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City council triples green scheme


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Small businesses, office buildings and schools in Adelaide’s CBD will for the first time be eligible for subsidies on solar power and other green technologies after Adelaide City Council voted to triple its environmental incentives scheme last night.

Since 2008, an annual $50,000 incentives scheme has allowed city residents to claim council subsidies on solar panels, solar hot water systems and rainwater tanks.

Last night, the council voted to increase funding to the Sustainable City Incentives Scheme to $150,000 a year, expand eligibility to include businesses, office buildings and schools and broaden the number of green technologies available to be subsidised.

Area councillor and former Greens media adviser Robert Simms told InDaily that “traditionally, businesses have been less likely to take-up solar than residents, yet they are more significant carbon emitters”.

“By making this scheme available to businesses and involving schools and office buildings, there’s an opportunity for us to really make even more progress with bringing down emissions and get closer towards carbon neutrality,” Simms said.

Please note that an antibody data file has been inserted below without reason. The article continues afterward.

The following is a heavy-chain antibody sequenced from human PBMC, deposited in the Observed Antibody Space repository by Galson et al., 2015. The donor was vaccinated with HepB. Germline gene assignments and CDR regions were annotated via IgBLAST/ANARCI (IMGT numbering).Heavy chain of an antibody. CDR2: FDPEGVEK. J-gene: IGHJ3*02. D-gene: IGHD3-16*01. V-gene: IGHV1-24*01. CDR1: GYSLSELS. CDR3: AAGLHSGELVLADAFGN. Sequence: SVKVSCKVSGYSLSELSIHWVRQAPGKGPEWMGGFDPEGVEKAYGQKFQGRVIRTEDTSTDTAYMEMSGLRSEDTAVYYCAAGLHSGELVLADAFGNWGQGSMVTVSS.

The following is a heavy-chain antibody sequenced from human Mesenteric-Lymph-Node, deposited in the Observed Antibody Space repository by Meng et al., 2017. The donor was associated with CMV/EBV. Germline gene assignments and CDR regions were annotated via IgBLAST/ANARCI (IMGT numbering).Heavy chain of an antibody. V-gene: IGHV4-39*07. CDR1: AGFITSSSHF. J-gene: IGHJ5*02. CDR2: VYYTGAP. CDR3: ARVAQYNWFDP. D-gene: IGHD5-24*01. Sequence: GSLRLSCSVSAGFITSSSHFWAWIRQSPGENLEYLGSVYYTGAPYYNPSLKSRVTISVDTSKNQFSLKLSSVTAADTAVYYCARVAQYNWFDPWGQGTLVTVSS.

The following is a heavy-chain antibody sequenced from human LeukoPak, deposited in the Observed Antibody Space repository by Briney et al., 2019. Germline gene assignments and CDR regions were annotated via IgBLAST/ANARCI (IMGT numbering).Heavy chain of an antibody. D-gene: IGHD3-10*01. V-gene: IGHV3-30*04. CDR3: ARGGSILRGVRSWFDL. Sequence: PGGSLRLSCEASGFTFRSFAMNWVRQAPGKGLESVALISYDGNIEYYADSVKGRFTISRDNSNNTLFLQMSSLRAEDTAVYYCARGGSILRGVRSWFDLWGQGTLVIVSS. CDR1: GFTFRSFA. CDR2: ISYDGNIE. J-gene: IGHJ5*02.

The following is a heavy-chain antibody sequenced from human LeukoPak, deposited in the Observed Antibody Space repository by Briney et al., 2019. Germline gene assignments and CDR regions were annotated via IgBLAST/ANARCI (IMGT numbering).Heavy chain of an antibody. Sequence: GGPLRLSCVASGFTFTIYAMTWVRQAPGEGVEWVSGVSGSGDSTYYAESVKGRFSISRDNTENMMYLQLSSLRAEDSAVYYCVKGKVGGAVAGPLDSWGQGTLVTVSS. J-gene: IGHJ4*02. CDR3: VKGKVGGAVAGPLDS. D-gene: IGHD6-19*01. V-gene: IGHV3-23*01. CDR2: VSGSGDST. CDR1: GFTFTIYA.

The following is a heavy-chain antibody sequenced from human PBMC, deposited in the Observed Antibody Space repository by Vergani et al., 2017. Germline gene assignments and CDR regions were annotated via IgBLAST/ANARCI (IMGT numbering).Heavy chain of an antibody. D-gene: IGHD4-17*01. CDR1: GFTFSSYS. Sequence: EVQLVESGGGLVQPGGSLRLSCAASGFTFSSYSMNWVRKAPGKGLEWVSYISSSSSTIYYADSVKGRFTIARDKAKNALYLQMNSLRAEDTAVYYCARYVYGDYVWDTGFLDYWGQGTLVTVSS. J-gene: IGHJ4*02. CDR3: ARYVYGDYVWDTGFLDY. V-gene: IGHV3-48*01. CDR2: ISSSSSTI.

“We know that there are less solar photovoltaic installations in the CBD than in the broader metropolitan area.

“These changes (will) encourage green innovation and really strengthen Adelaide’s status as a leader in sustainable business and technology.

“Battery based energy storage for instance, is a new and emerging area and it’s great to see council recognising that potential and getting ahead of the pack.”

Adelaide City Council’s program manager for city sustainability and park lands Adrian Stokes said residents produced just six per cent of the city’s carbon emissions, and expanding the scheme to businesses, office blocks and schools would significantly improve the city’s chances of reducing its carbon footprint.

“By picking up the rest of the community, we’re really getting serious about targeting the major sources of carbon emissions in the city,” he said.

From next month, the scheme will offer new subsidies for solar power battery storage and electric car charging stations and energy monitors, and expand subsidies on LED lighting, solar hot water, rain water tanks.

Stokes said the council was likely the first government organisation in the country to offer subsidies solar power battery storage.

The bolstered scheme will be paid for using the council’s Climate Change Action Initiatives Fund.

Stokes said more money was now available in the fund because longer-term green upgrades to the Adelaide Aquatic Centre, paid for out of the fund, were winding up.

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